Last time we went over 50 different ways you could lose your alignment. Hopefully it was eye-opening. Now it’s time to talk about the three things you can be doing at home to make the most of your spinal care, especially in the first couple of months.
The three things you can do at home to help your chiropractic care
These are three universal rules that will apply to 99% of people. There are plenty of other helpful things out there.
Sleep when you’re tired
Stress hormones increase and metabolism slows down the more sleep deprived you are. Much healing happens when we are sleeping, both physically, and psychologically.
If you are staying up more than you have to (insomnia is a different story), focus on getting more rest if you’re going to to anything specific to help yourself. When your body is in exhaustion mode, it’s in survival mode. Survival mode is about staying alive today, not staying healthy tomorrow.
I have personal experience with this. When I’m well rested, I can hold my alignment for months. If I pull a few 3-4 hour nights in a row, I’m more likely to need another chiropractic adjustment.
Drink water before you’re thirsty
Hydration is 100% necessary for your soft tissues. All those soft parts around your bones require lots of water to be healthy, especially the discs between the spinal bones.
If you are asking your body to remodel that tissue, without giving it the water it needs, you are taking two steps forward and one step back. Might as well drink, stay hydrated, and move three steps forward more often.
That said, I’m not necessarily advocating that everyone needs to drink half their body weight in ounces on a daily basis to “stay hydrated.” Different sources of water have different mineral content, which is necessary for electrolyte balance. Different environments and activity levels will lead to more or less water loss.
Aim to stay hydrated enough that your urine has a light straw color. Darker requires more water, and very lightly colored urine means you’re drinking too much at once.
Take good quality supplementation, within reason
I believe it is helpful to take good quality supplementation to cover gaps in essential vitamins and minerals for a less than pristine and healthy diet, especially when it comes to healing soft tissue.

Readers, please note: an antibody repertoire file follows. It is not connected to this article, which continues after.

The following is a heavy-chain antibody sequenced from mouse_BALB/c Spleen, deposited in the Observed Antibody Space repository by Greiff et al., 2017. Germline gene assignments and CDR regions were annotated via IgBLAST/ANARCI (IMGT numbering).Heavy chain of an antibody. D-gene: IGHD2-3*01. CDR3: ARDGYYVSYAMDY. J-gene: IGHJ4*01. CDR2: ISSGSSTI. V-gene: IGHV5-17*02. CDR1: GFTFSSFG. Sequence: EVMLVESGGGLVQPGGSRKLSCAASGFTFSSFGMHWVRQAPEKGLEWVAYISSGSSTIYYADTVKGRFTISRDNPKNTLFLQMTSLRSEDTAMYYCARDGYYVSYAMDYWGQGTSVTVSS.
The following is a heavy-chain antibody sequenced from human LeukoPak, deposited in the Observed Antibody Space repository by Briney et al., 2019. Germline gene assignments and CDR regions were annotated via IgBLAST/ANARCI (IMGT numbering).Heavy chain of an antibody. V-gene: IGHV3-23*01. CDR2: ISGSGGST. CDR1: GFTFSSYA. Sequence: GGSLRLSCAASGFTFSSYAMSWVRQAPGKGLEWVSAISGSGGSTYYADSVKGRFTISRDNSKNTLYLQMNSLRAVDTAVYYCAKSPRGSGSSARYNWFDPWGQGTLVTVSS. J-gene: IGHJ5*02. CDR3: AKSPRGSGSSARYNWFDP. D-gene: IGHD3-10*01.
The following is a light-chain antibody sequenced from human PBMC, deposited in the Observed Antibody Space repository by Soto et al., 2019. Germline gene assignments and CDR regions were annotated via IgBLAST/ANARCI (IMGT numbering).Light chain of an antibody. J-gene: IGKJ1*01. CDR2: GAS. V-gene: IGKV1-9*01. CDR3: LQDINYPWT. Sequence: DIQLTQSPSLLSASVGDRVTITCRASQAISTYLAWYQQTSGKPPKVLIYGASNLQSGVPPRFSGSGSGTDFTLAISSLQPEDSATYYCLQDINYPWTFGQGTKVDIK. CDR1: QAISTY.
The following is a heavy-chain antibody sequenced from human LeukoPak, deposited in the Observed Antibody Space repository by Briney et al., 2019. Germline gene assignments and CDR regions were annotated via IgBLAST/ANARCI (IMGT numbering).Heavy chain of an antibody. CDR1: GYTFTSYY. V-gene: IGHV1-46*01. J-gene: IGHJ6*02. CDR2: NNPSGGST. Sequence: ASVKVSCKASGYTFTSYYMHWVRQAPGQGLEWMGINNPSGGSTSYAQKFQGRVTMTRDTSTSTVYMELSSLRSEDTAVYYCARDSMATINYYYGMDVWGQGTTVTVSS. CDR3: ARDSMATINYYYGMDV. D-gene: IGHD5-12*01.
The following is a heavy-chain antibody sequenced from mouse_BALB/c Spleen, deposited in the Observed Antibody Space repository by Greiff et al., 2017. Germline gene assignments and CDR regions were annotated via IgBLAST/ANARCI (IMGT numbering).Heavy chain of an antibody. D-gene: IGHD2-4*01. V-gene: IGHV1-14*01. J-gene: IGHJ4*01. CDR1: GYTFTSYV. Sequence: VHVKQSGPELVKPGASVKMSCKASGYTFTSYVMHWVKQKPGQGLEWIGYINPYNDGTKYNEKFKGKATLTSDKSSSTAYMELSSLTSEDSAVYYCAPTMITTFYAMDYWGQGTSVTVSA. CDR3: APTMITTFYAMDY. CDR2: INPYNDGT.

But we should acknowledge a few things…
Studies on vitamins are all over the place: some say they are helpful, and some say they aren’t. Many of those studies that say vitamins don’t do anything are studies on high doses of synthetic vitamins.
I am not a huge fan of big box store supplements. Personally, I would choose to avoid buying many supplements at a store like this unless I investigated it.
Different supplement companies hold themselves to different standards in their manufacturing process. Some are audited and certified by outside bodies like NSF and their GMP program, and some aren’t. Independent research has shown that in some instances, supplements can also be contaminated with trace amounts of chemicals that are harmful, even in high quality supplements. Unfortunately, food and other products can also be contaminated.
All of this is to say that where you source your supplements is important and does matter. My family takes Standard Process on a regular basis, which is a whole food supplementation company. I tell you this since most people ask after having this conversation.
There are other companies out there that I would also be comfortable taking for specific reasons.
Basic supplementation for average middle aged Americans?
What supplements should you take? If most middle aged adults eating a standard American diet took the following, it would probably be an improvement
- Vitamin D from fall through spring (amount will vary depending on location and health status – persistent low levels of D should be investigated and high doses for long periods of time may not always be beneficial)
- A natural anti-inflammatory taken cyclically (Boswellia, Cercumin/Tumeric, Quercitin, etc),
- Probiotics in the form of supplementation or in the form of fermented foods like Kefir, high quality yogurt, or Saurkraut, etc.
- Vitamin C taken cyclically
- Magnesium (there are a variety of options, magnesium citrate may be a good first option to try)
- Omega-3 fatty acids (fish oil)
- Protein supplementation (diet dependent)
- Proteolytic enzymes to aid digestion (from animal or vegetable sources) especially if chronic digestive issues are present
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